Neoadjuvant chemoradiotherapy followed by total mesorectal excision has improved the outcome of locally advanced rectal carcinoma.
The aim of this study was to identify independent prognosis factors of disease recurrence in a group of patients treated with this approach.
This study was retrospective in design. Data from patients with locally advanced rectal cancer who had completed treatment from 2000 to 2010 were reviewed.
The analysis was performed in a tertiary referral center.
The primary outcomes measured were the recurrence risk factors.
The cohort consisted of 228 patients; 69.3% of them were men, and median age was 59 years. Stage III rectal cancer was found in 64.9% of patients. The most frequently administered therapy was concurrent capecitabine, oxaliplatin, and 7-field radiotherapy, followed by 3-field radiotherapy and fluoropyrimidines. After a median follow-up of 49 months, 23.7% of the patients experienced disease recurrence: 2.6% had local recurrence, 21.1% had distant metastases, and 0.5% had both. Factors significantly correlated with recurrence risk in multivariate logistic regression were y-pathological stage (III vs I/II: OR = 2.51), tumor regression grade (1/2 vs 3+/4: OR = 3.34; 3 vs 3+/4: OR = 1.20), and low rectal location (OR = 2.36). The only independent prognosis factor for liver metastases was tumor regression grade (1/2 vs 3+/4: OR = 4.67; 3 vs 3+/4: OR = 1.41), whereas tumor regression grade (1–2 vs 3+/4: OR = 5.5; 3 vs 3+/4: OR = 1.84), low rectal location (OR = 3.23), and previous liver metastasis (OR = 7.73) predicted lung recurrence.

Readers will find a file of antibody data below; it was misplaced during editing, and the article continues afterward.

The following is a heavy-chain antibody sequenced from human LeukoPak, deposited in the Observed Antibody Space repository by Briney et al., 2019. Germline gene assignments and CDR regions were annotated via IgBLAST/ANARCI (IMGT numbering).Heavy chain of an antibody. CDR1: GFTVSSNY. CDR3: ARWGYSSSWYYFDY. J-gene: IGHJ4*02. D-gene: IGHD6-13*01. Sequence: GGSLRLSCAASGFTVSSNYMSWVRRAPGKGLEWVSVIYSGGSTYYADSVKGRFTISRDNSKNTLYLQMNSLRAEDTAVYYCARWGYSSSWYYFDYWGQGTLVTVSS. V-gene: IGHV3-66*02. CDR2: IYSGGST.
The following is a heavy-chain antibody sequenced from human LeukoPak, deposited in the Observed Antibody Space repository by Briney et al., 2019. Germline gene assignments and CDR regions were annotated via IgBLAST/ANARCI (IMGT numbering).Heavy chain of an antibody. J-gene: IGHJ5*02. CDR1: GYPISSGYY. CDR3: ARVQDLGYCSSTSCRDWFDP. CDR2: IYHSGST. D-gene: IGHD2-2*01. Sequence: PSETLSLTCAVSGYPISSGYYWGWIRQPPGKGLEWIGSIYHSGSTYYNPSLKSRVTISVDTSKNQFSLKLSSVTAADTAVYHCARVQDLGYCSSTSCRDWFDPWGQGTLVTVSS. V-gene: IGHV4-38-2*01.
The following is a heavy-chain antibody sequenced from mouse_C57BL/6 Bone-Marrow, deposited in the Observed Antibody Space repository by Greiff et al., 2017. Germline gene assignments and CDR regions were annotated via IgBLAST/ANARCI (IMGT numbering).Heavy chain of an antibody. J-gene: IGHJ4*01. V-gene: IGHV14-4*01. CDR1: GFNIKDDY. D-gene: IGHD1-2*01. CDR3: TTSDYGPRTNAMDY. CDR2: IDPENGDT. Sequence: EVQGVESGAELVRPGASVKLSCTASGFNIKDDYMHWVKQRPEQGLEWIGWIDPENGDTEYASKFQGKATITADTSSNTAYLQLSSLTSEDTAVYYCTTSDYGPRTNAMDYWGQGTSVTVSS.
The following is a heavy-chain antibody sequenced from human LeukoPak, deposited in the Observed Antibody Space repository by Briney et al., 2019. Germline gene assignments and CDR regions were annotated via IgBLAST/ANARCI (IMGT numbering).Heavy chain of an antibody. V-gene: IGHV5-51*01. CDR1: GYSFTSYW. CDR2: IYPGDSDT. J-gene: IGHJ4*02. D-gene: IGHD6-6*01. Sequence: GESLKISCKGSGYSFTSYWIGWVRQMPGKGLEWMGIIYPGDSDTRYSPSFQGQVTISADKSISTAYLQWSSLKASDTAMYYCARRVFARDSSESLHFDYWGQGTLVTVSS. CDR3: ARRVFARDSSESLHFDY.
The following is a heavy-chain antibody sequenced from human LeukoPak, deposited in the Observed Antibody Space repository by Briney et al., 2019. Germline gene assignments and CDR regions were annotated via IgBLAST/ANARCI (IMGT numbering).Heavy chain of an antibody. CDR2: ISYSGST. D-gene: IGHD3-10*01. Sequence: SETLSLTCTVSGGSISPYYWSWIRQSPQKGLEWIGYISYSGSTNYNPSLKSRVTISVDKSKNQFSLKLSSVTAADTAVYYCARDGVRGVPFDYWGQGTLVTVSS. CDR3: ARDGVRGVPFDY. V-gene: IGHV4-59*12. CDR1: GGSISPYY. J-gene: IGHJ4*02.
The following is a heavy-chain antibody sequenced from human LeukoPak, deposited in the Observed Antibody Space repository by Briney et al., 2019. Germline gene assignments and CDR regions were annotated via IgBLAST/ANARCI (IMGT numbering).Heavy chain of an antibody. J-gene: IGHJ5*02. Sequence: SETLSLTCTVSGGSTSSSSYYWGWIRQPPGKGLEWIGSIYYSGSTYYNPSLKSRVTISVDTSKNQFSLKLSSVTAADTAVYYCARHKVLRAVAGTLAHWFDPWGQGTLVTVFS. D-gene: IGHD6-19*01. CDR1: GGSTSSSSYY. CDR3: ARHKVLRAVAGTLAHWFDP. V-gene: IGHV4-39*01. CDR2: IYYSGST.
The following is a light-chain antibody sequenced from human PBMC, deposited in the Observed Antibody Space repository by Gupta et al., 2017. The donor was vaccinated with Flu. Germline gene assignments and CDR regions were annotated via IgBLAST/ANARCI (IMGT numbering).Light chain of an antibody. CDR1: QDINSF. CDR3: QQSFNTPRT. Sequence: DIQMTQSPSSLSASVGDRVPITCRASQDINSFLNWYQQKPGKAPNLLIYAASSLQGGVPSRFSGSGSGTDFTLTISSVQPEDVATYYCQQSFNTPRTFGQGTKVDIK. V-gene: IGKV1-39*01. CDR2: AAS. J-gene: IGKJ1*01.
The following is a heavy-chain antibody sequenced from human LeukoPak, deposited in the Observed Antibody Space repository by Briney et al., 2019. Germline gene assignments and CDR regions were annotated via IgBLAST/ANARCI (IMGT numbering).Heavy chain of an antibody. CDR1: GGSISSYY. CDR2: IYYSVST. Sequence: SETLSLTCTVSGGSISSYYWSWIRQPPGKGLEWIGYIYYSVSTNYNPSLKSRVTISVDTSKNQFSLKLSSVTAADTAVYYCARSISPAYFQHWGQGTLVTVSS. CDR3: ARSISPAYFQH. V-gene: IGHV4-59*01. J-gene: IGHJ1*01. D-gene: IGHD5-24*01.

This is a single institutional experience, neoadjuvant combined therapy is not homogeneous, and the analysis has been performed in a retrospective manner.
Patients with low third locally advanced rectal cancer with a poor response to neoadjuvant chemoradiotherapy (high y-pathological stage or low tumor regression grade) are at high risk of recurrence. Intense surveillance and the design of alternative therapeutic approaches aimed to lower the distant failure rate seem warranted.
1 Department of General Surgery, Clínica Universidad de Navarra, Pamplona, Spain
2 Department of Histology and Pathology, School of Medicine, University of Navarra, Pamplona, Spain
3 Department of Radiation Oncology, Clínica Universidad de Navarra, Pamplona, Spain
4 Department of Medical Oncology, Clínica Universidad de Navarra, Pamplona, Spain
5 Department of Pathology, Clínica Universidad de Navarra, Pamplona, Spain
Financial Disclosures: None reported.
Correspondence: Jorge Arredondo, M.D., Department of General Surgery, Clínica Universidad de Navarra, 36 Pio XII Ave, Pamplona 31008, Navarra, Spain. E-mail: firstname.lastname@example.org.